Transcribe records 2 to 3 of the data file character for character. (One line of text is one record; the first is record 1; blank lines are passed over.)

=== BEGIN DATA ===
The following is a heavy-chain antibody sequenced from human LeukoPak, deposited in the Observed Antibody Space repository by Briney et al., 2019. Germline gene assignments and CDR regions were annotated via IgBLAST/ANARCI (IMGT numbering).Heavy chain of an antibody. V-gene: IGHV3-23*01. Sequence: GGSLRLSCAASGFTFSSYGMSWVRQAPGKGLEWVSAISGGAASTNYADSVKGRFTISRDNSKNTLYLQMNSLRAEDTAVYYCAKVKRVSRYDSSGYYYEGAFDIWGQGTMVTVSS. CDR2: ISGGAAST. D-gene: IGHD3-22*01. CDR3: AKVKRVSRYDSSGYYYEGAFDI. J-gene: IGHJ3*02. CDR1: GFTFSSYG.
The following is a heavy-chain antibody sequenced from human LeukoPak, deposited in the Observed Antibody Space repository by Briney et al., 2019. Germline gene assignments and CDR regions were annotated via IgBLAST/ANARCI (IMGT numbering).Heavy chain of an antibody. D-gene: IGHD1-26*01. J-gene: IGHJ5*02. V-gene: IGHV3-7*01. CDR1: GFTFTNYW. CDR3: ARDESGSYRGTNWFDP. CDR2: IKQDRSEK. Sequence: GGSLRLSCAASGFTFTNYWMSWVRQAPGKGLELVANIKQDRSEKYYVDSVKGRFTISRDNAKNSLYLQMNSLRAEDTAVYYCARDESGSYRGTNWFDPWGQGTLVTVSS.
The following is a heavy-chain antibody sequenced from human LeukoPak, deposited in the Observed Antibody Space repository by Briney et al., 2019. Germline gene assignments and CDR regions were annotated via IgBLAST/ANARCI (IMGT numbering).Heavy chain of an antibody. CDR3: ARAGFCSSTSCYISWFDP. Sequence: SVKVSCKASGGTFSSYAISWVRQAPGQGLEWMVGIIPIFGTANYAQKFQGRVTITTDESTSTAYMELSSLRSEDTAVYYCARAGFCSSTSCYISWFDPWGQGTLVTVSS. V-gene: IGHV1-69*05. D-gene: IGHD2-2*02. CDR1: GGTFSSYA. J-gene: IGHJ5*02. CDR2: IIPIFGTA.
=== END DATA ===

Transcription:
The following is a heavy-chain antibody sequenced from human LeukoPak, deposited in the Observed Antibody Space repository by Briney et al., 2019. Germline gene assignments and CDR regions were annotated via IgBLAST/ANARCI (IMGT numbering).Heavy chain of an antibody. D-gene: IGHD1-26*01. J-gene: IGHJ5*02. V-gene: IGHV3-7*01. CDR1: GFTFTNYW. CDR3: ARDESGSYRGTNWFDP. CDR2: IKQDRSEK. Sequence: GGSLRLSCAASGFTFTNYWMSWVRQAPGKGLELVANIKQDRSEKYYVDSVKGRFTISRDNAKNSLYLQMNSLRAEDTAVYYCARDESGSYRGTNWFDPWGQGTLVTVSS.
The following is a heavy-chain antibody sequenced from human LeukoPak, deposited in the Observed Antibody Space repository by Briney et al., 2019. Germline gene assignments and CDR regions were annotated via IgBLAST/ANARCI (IMGT numbering).Heavy chain of an antibody. CDR3: ARAGFCSSTSCYISWFDP. Sequence: SVKVSCKASGGTFSSYAISWVRQAPGQGLEWMVGIIPIFGTANYAQKFQGRVTITTDESTSTAYMELSSLRSEDTAVYYCARAGFCSSTSCYISWFDPWGQGTLVTVSS. V-gene: IGHV1-69*05. D-gene: IGHD2-2*02. CDR1: GGTFSSYA. J-gene: IGHJ5*02. CDR2: IIPIFGTA.